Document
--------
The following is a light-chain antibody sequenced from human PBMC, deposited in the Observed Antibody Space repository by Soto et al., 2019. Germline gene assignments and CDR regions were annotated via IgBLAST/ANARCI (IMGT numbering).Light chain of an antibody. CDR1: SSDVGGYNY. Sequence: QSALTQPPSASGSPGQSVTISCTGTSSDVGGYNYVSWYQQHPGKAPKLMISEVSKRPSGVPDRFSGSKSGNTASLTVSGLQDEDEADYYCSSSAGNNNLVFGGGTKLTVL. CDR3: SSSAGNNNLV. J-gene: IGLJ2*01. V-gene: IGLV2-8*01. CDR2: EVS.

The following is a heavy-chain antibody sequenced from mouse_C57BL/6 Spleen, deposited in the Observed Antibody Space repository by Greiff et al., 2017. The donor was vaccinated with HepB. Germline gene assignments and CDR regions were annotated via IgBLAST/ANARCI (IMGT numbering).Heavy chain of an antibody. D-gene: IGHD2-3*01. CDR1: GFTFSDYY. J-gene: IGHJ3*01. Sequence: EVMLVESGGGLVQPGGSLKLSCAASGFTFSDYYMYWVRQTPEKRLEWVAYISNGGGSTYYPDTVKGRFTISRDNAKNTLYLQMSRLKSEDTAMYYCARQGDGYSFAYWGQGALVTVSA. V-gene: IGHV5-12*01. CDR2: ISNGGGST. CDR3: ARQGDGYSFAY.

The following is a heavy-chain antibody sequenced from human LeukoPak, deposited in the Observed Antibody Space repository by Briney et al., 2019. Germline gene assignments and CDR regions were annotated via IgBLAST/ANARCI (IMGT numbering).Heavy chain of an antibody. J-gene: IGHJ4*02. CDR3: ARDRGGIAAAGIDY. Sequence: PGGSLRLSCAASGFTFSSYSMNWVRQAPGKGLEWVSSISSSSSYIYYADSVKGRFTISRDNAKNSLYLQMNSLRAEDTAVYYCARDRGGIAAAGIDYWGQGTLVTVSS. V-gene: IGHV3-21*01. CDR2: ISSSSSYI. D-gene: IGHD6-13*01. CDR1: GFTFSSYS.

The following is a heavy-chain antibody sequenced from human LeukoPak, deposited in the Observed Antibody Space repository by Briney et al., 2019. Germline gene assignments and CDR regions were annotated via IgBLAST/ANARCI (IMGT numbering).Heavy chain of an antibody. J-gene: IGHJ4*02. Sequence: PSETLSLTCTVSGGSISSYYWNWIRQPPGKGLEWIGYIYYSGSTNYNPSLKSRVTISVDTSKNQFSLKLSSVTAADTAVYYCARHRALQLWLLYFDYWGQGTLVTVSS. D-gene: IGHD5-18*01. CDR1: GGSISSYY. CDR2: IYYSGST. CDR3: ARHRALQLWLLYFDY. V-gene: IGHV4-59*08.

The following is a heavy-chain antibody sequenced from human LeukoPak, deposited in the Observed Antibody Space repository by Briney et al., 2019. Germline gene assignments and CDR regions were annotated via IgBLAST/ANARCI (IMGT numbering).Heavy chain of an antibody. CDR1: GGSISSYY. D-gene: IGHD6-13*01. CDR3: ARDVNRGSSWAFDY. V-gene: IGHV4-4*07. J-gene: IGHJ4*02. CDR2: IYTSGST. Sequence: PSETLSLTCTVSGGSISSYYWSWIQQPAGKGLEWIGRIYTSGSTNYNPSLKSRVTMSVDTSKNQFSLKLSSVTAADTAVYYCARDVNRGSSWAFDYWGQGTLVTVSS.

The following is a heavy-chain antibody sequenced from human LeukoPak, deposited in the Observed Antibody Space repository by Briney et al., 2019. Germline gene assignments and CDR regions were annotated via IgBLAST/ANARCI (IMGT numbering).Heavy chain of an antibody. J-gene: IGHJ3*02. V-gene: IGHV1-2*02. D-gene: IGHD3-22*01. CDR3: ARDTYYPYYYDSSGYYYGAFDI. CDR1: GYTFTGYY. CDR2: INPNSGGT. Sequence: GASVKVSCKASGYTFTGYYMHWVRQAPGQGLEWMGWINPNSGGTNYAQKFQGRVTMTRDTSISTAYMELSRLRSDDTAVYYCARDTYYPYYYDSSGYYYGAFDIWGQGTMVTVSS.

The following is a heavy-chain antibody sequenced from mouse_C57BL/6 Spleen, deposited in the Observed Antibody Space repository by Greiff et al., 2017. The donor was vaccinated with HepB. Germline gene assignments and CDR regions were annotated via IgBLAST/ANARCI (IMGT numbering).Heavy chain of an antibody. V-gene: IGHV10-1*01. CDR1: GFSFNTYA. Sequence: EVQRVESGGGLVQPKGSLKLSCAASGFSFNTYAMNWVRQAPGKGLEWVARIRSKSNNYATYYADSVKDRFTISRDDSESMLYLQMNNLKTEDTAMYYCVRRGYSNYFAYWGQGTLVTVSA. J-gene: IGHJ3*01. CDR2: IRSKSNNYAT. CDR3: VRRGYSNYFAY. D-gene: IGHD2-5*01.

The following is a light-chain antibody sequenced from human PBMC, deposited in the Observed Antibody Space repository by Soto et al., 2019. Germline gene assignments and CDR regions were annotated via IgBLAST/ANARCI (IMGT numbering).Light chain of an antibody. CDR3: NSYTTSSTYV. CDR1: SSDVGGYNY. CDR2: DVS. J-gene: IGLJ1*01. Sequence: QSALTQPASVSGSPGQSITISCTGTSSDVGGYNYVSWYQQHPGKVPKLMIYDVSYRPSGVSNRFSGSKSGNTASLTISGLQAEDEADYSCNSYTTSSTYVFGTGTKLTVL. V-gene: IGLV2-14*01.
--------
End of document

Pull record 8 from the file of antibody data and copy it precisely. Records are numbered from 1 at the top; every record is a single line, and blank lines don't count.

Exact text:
The following is a light-chain antibody sequenced from human PBMC, deposited in the Observed Antibody Space repository by Soto et al., 2019. Germline gene assignments and CDR regions were annotated via IgBLAST/ANARCI (IMGT numbering).Light chain of an antibody. CDR3: NSYTTSSTYV. CDR1: SSDVGGYNY. CDR2: DVS. J-gene: IGLJ1*01. Sequence: QSALTQPASVSGSPGQSITISCTGTSSDVGGYNYVSWYQQHPGKVPKLMIYDVSYRPSGVSNRFSGSKSGNTASLTISGLQAEDEADYSCNSYTTSSTYVFGTGTKLTVL. V-gene: IGLV2-14*01.